Study Determines That High-protein Breakfast Prevents Gain of Body Fat in Overweight Young People

Study Determines That High-protein Breakfast Prevents Gain of Body Fat in Overweight Young People

Evidence from previous studies have shown that about 60% of young people skip breakfast up to four times per week. Health professionals recommend that eating breakfast is a strategy for reducing the likelihood of obesity, however it remains unclear what type of breakfast plays a role in weight management and health.

In a recent study, a team of researchers from the University of Missouri led by Heather Leidy, Ph.D., an assistant professor in the Department of Nutrition and Exercise Physiology at the MU School of Medicine compared the benefits between a normal and a high-protein breakfast, with results showing that young people who consumed the high-protein breakfast were prevented from gaining body fat, reducing daily food intake and feelings of hunger. The results also showed a stabilization in the levels of glucose among overweight young people who would normally skip breakfast.

According to Leidy, for a person to eat 35 grams of protein, they need to consume a combination of high-quality proteins such as eggs, Greek yogurt, milk, and lean meats.

“This study examined if the type of breakfast consumed can improve weight management in young people who habitually skip breakfast,” said Leidy. “Generally, people establish eating behaviors during their teen years. If teens are able to develop good eating habits now, such as eating breakfast, it’s likely to continue the rest of their lives.”

For the study, the research team fed two groups of overweight young people. All participants reported not eating their breakfast five to seven times a week. The breakfast in the study included either high or normal protein breakfast meals. The researchers also examined a third group of young people who continued to skip breakfast for a period of 12 weeks.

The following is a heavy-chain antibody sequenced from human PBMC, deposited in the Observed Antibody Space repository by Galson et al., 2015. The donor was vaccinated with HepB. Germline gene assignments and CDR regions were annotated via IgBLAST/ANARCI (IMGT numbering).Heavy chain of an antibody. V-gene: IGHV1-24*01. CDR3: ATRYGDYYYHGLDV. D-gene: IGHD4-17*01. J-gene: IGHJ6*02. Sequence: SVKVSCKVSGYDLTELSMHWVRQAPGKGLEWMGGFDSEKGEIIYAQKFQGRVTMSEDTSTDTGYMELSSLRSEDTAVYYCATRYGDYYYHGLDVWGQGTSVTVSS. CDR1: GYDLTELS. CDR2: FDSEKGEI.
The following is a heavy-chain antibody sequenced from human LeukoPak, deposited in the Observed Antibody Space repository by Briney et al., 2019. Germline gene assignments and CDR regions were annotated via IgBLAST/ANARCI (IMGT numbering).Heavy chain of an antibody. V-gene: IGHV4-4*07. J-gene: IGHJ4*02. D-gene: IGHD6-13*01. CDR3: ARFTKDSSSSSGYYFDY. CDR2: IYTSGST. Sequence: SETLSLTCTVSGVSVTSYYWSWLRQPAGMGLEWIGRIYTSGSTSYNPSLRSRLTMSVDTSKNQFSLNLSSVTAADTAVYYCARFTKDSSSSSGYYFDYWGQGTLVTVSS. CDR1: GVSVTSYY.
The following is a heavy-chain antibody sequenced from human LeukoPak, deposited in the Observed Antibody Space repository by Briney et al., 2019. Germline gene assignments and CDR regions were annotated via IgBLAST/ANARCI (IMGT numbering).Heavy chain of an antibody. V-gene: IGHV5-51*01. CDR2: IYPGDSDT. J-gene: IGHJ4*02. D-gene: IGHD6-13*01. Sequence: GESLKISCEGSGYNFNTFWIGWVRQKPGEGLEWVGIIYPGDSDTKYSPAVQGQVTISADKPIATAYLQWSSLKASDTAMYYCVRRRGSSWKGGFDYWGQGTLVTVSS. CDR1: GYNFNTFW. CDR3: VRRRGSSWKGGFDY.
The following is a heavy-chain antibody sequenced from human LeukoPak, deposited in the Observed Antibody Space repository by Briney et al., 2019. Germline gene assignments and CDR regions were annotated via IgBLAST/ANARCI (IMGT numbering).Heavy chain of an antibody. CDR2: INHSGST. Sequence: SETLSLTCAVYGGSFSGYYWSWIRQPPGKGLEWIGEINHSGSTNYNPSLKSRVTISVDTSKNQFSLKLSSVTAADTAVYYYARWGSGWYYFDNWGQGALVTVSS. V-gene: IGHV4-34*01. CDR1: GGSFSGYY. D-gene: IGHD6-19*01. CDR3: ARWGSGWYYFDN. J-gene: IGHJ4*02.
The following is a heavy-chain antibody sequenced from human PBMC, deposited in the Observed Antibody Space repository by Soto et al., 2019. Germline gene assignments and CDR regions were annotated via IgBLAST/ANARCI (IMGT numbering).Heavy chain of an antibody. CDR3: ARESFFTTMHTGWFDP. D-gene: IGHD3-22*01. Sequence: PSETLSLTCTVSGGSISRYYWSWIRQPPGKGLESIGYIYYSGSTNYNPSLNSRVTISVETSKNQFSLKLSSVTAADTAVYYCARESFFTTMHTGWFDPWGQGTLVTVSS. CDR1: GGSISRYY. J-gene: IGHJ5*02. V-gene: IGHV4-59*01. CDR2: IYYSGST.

“The group of teens who ate high-protein breakfasts reduced their daily food intake by 400 calories and lost body fat mass, while the groups who ate normal-protein breakfast or continued to skip breakfast gained additional body fat,” Leidy said. “These results show that when individuals eat a high-protein breakfast, they voluntarily consume less food the rest of the day. In addition, teens who ate high-protein breakfast had more stable glucose levels than the other groups.”

According to Leidy, large fluctuations in the levels of glucose are related with Type 2 diabetes risk in young people.

The normal-protein breakfast meal that the researchers used to feed the young people included cereals and milk (containing 13 grams of protein). The high-protein breakfast meals included dairy, eggs, and lean pork (containing 35 grams of protein).

All study participants were asked to report feelings of hunger and daily food and beverage intakes. The researchers measured at baseline and after 13 weeks all of the participants’ body weight and composition. All participants were asked to wear a device that assessed minute-to-minute levels of glucose throughout the day.

Use the device and the data collected from the study confirmed that consuming a high-protein breakfast prevented gains of body fat, reduced daily food intake and feelings of hunger, and stabilized glucose levels among overweight teens who would normally skip breakfast.

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